It was wanderlust, a yearning for adventure, and the monotony of the day-to-day that led us to the Great Divide.
We just needed to get out, explore, and take a break from reality.
With our love of bikes, photography and adventure, we knew that the GDMBR would be the route to satiate this desire for adventure. For those unfamiliar, the Great Divide Mountain Bike Route is the world’s longest continuous mountain bike trail, stretching form Banff, Canada all the way down the spine of the Rockies to Antelope Wells, NM. It is approximately 2750 miles and has nearly 200,000 feet of climbing. The seed was planted a couple years ago when we both watched Ride the Divide, a documentary that followed the race back in 2010. This year we got more and more committed to the actual task and set to make it happen. On August 19th, surrounded by snow-capped mountains, we found ourselves in Banff, putting together our Surly Ogres in a empty lot on the top of a parking structure.
It was real and finally happening.
Taking off on the Divide that day, we were excited and a little overwhelmed. The thought that we were actually going to ride our bikes from Canada to Mexico was a bit daunting. Not only did our bikes feel too heavy (70 + pounds) and the fact that we were taking the hilliest / mountainous, gnarliest route possible, but we also had never done anything on this grand of a scale before. Sure we ride our bikes a lot, and have done some camping and a few bikepacking adventures. But these were all limited to areas around the Greater Washington DC area, with re-supplies and cell phone service readily available to tackle any issue that may arise. Now we were embarking on a self-sufficient sufferfest in some of the most remote regions of the country. There would often be days and hundreds of miles between any kind of services. We had to plan accordingly and keep to a strict schedule. If we had any aches or pains, we would just have to deal with it. If we felt like quitting, which, in all honesty, happened on occasion, we couldn’t. It would have been logistically impossible. That was sort of the beauty of this ride, there were very few options to give up. It forced us to push on past limits, to learn and grow. Even when we were feeling the most down, we would keep riding, trying to always finding the simple joy of riding bikes. We would always push through the pain and the landscape would reward us.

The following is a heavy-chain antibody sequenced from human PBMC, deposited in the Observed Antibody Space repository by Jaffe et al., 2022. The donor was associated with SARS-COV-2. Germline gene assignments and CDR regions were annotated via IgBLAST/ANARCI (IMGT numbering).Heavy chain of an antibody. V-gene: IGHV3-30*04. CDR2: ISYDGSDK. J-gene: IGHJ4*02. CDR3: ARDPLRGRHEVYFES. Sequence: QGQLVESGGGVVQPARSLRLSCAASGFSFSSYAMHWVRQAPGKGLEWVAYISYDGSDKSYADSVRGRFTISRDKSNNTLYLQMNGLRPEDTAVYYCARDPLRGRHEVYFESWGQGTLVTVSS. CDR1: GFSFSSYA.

We would ride through threatening storms, miles upon miles of headwinds, treacherous roads conditions of all kinds and climbs that lasted an eternity. But then all of a sudden, like clockwork, the weather would break, the headwinds would subside, and the roads would become bearable. The most beautiful sunset, an amazing view, or an epic descent seemed to always greet us as a reward for a long day in the saddle. All of our anguish and troubles would vanish, and there would be nowhere else we would rather be; no place else we were supposed to be.
One such day, after a taxing 113 mile ride out of the Great Basin, all we wanted was a rest day. But the logistics ahead looked a little tricky and we would not be able to take it easy. The forecast called for a large storm later in the day, coming down from the north. Our goal was to make it 75 miles to Slater, CO where we thought we would be able to camp or find additional shelter if it were to snow. After getting groceries we set out and climbed straight away. After cresting the top of an enormous, straight hill, we entered a 27 mile construction zone. It was a mess. We dodged construction vehicles, tractors, semis and all the huge ruts they left in the loose dirt. The few mandatory stops didn’t help in the way of our anxious feeling about the weather, as the construction workers kept warning us about the incoming snow. We kept at it, and after what seemed like an eternity, we exited the steep and rugged ups and downs of the construction area, and entered the National Forest. It had taken us much longer than expected and we were talking about readjusting our ride for the day when we came across a pair of northbound riders.